There was the lady at the hotel who told me she was going to watch me make a waffle, because she didn’t know how to work the machine and then struck up a conversation, telling me that she was from Florida and she was there because her son was looking at Emerson college. I found out that she, too, had graduated from Penn State, and that she’d grown up in Pittsburgh, and we had an easy, friendly conversation while our waffles cooked.

There was the girl from Texas who I’ve gotten to know over the last year or so from talking to her on Tumblr, who just happened to be in Boston at the same time as me. We met up at a 2 story bookstore/cafe, and she gave me a big hug when I first walked in and saw her. We proceeded to have a great lunch/conversation, and she was so, so, friendly, and it didn’t feel that strange that we’d met on the internet instead of real life–our conversation just flowed from one topic to the next, until we had to part ways, and she hugged me goodbye.

There was the shuttle driver who drove us as far as he could take us, and then gave us directions on how to get the rest of the way to the conference center we were looking for.

There were the people in line behind us while we were waiting an hour to get in to our session at EBF. When the EBF volunteers came around to check ids, the one checking mine said something along the lines of “Wow! Pennsylvania? Did you come all the way out here just for the Fest?”, and the guy behind me said “You’ve got another Pennsylvanian to check, here”. He was there with his brother (who was from Brooklyn), and they were very friendly and entertaining, and kept up a conversation with us during most of the wait time–we ran into them a few times inside the conference center, too, and each time they waved or tossed a comment our way.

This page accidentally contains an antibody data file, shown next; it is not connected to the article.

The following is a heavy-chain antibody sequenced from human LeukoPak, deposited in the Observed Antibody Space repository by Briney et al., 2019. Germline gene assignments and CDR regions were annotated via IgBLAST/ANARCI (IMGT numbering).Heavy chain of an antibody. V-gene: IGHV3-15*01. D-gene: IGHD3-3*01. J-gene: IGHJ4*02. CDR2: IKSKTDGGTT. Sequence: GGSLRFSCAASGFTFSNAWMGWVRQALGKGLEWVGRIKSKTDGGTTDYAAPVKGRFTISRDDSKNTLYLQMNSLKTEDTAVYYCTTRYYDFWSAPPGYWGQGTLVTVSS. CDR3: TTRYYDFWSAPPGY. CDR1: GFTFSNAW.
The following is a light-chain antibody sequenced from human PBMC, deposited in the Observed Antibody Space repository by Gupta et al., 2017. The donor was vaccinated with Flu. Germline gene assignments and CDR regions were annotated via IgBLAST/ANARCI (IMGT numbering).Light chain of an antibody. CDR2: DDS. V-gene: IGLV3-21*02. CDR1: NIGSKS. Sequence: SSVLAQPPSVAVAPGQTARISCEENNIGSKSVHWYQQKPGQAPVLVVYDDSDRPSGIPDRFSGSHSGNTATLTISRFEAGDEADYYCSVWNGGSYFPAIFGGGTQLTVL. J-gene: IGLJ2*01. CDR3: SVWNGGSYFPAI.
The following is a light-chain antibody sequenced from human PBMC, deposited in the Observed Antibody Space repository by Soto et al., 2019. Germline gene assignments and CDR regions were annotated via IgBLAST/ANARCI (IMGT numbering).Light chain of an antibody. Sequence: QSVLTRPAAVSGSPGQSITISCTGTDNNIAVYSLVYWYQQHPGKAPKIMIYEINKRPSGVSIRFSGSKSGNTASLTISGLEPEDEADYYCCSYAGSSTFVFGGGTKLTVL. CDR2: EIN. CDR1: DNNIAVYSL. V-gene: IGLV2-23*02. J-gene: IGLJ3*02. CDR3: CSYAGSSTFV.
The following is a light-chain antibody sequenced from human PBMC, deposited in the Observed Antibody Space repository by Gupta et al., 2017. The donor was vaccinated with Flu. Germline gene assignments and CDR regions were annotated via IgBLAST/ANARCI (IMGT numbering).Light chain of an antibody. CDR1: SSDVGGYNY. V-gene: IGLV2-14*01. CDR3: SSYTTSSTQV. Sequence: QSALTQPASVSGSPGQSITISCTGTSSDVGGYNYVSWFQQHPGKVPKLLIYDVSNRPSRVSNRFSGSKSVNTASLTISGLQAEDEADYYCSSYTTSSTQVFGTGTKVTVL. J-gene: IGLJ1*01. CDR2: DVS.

Then there was the guy from Half Acre Beer Company who we’d met the first night at the “pre-throwdown”. He somehow remembered both mine and my dad’s names without prompting, even though it was nearly 2 days after we’d originally met him, and he greeted us extremely cheerfully. We got a picture with him.


(and look at that beard!)

There was the lady who offered to take a picture of me and my dad at the fest, when she saw me trying to take one of the both of us.